Harold Melvin & the Blue Notes (1954-1972)

Harold Melvin & The Blue Notes (Sony Legacy, 2008) compilation album
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On June 25, 1939, lyricist, arranger, and choreographer Harold Melvin was born in Philadelphia, Pennsylvania. A self-taught pianist, as a teenager in 1953, Melvin began singing doo-wop with a vocal ensemble called the Charlemagnes. The following year, 1954, he established a quintet, the Blue Notes gathering together Bernard Williams, Roosevelt Brodie, Jesse Gillis, Jr., and Franklin Peaker.

In 1956, the Blue Notes released their first single, “If You Love Me,” for Josie Records. However, it was only regionally popular. The 1960 single, “My Hero,” by the Blue Notes was a minor hit for Val-ue Records and in 1965 “Get Out (and Let Me Cry)” was an R&B hit for Landa Records.

In 1972, the group now known as Harold Melvin & the Blue Notes were on tour with the Cadillacs, whose young percussionist was Theodore “Teddy” Pendergrass. Theodore DeReese Pendergrass, another Philadelphia native, was born on March 26, 1950.  Melvin added Pendergrass as the Blue Notes Percussionist and when the lead singer later quit, he made Pendergrass the new lead singer. When the Blue Notes elevated Pendergrass to lead singer, the group was signed by the Philadelphia International label led by Kenny Gamble and Leon Huff.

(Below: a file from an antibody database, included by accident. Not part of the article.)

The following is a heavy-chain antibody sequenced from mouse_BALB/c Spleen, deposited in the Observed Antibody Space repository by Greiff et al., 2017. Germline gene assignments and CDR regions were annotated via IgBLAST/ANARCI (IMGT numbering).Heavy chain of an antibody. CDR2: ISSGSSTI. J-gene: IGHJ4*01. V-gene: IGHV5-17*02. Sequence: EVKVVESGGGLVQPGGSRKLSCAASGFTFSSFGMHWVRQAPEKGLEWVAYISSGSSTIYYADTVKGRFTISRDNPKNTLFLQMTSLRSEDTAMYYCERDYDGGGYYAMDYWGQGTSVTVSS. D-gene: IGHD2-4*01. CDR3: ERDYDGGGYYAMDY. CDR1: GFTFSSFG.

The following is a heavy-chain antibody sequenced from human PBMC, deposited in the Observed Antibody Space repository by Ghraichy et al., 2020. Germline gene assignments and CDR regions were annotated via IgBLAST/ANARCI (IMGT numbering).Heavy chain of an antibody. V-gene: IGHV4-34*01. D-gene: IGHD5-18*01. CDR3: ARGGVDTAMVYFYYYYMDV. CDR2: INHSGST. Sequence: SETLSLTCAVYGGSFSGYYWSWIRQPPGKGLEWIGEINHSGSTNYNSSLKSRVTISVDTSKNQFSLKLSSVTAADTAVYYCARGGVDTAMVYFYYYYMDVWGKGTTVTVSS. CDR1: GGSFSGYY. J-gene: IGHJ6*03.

Later in 1972 Harold Melvin & the Blue Notes released their first album on the Philadelphia International label, I Miss You.  It featured a single of the same name that became a signature recording for the group with Pendergrass as the lead vocalist.  It was another song, on the album, however, “If You Don’t Know Me by Now” that topped the US R&B chart and peaked at # 3 on the US Billboard Hot 100 and sold more than one million units. Later the Recording Industry Association of America (RIAA) ranked it as one of the “Songs of the Century.” In addition, the ensemble was nominated at the 15th Annual Grammy Awards in Nashville, Tennessee, for Best R&B Performance by a Duo or Group, or Chorus in 1973.

“The Love We Lost,” the next single release, peaked at #21 in 1973. It also sold more than a million copies. The following year (1974) their single “Satisfaction Guaranteed” peaked at #32 and Bad Luck (Part 1) peaked #12, and in 1976.  The group’s signature ballad “Wake up Everybody” (part of the album of the same name) whose lyrics focused on political and social commentary was released in 1975 but peaked #23 in 1977 and sold over one million copies. “Don’t Leave Me This Way” was released in 1976 and peaked at #5 on the R&B chart selling about 250,000 units. It was the last top hit for Harold Melvin and the Blue Notes although they continued to release records until 1984. Ironically, the title may have unintentionally signaled the departure of Teddy Pendergrass as a solo artist in 1975. This was the last song with him as lead singer.

Harold and Ovelia Melvin were the parents of four children.

Harold Melvin, who led Harold Melvin & the Blue Notes through the overlapping genres of soul, R&B, doo-wop, and disco from the 1950s to the 1970s, died of stroke complications on March 24, 1997, in Philadelphia, Pennsylvania. He was 57.